Smaller, portable mobility scooters are generally a best fit for those living in apartments and condominiums with tighter hallways. However, depending on your needs, a small scooter might not be the best fit (such as extended outdoor usage and height or weight restrictions). A medium sized scooter will also easily fit into apartments and condominiums.

A larger, heavy duty scooter is best suited for a garage in a detached home, in a senior’s residence, or long-term care facility, where they can be safely stored in dedicated areas or in the hallway with security. Larger scooters with 3 wheels may fit in certain apartments and condos due to a tighter turning radius (explained below) - but it’s best if you take a look at the scooter first or test it at one of our locations (prior to purchasing) if you are considering it for an apartment or condominium.


One of the most common questions for potential users of mobility scooters is whether they should opt for a 3 wheel or a 4 wheel mobility scooter. The general trade-offs between a 3-wheel and a 4-wheel scooter are between stability, maneuverability, and legroom.

Stability: All mobility scooters provided by the major manufacturers (Invacare, Drive, Pride) that we carry are extremely stable, and have passed stringent regulations on safety. A 4 wheel scooter is generally more stable than a 3 wheel scooter because of the additional wheel. However, that does not make the 3 wheel scooter unstable. By losing the extra wheel, the 3 wheel scooter has better maneuverability as discussed below.

Maneuverability: The 3 wheel scooter has a tighter turning radius than the 4 wheel scooter, allowing for sharper and quicker turns. This allows the 3 wheel scooter to get into places like the entrance of an apartment or condominium, or into a room a lot easier than a 4 wheel scooter.  Although the additional wheel on the 4 wheel scooter allows for additional stability, it results in a wider turning radius (which means you will need more room to turn your scooter).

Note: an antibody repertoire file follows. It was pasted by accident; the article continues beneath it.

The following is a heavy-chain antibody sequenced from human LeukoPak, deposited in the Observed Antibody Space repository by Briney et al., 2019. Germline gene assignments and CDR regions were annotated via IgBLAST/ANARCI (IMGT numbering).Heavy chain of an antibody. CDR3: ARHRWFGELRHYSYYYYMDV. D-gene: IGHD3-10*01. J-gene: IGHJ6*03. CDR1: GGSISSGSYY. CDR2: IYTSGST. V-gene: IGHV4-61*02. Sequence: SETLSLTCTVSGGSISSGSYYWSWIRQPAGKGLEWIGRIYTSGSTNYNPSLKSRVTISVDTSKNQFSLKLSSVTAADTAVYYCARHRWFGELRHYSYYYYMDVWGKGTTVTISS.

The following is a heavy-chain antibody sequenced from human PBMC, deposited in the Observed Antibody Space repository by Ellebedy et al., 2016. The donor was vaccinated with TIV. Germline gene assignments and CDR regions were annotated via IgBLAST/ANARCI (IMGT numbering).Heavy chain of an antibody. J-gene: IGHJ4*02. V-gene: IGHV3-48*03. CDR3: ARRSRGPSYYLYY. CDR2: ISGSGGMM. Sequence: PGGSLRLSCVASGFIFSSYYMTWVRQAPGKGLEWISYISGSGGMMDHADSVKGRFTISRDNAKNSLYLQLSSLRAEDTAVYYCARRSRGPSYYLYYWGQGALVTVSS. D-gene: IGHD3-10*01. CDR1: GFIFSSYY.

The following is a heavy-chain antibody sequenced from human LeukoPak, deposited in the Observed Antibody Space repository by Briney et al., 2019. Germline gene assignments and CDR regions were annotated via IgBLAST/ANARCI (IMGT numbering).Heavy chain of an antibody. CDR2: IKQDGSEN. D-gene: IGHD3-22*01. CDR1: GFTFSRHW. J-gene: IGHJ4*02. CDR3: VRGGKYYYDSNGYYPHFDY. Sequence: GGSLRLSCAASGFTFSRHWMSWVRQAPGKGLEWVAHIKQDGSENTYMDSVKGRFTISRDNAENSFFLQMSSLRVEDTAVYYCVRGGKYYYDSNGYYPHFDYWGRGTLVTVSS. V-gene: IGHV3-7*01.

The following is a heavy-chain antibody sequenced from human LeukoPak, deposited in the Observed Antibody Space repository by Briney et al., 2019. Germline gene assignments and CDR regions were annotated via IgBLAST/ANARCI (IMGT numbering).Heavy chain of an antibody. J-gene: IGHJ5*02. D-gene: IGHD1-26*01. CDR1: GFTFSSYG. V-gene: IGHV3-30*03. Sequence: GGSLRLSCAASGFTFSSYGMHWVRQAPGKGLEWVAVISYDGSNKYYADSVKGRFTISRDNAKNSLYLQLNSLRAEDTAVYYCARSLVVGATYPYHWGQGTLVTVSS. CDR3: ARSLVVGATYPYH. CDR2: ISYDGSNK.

Legroom: The 4 wheel scooter has two front mudguards on top of the front two wheels, resulting in less legroom than the 3 wheel scooter. As mentioned earlier, if you are relatively tall, you will likely feel more comfortable in a 3 wheel scooter.


Although it sounds cliché, the final and arguably most important factor to consider is your general preference of scooter. For example, although a midsize scooter may fit your needs, you may prefer the comfort of the additional padding in the larger, heavy-duty scooters. Similarly, you may initially find that you want to travel the distance with the larger, heavy duty scooters, but conclude that you are just find with a midsize scooter. The only way to truly decide that a specific scooter is right for you, is to come in to one of our locations and try it for yourself before you ultimately buy.


If you have more questions, feel free to give us as a call at 289-812-8095. One of our experts will be happy to answer any additional questions you may have. If you would like to book a free, on-site demo, please use the following link.

Mobility Scooter; How to buy a Mobility Scooter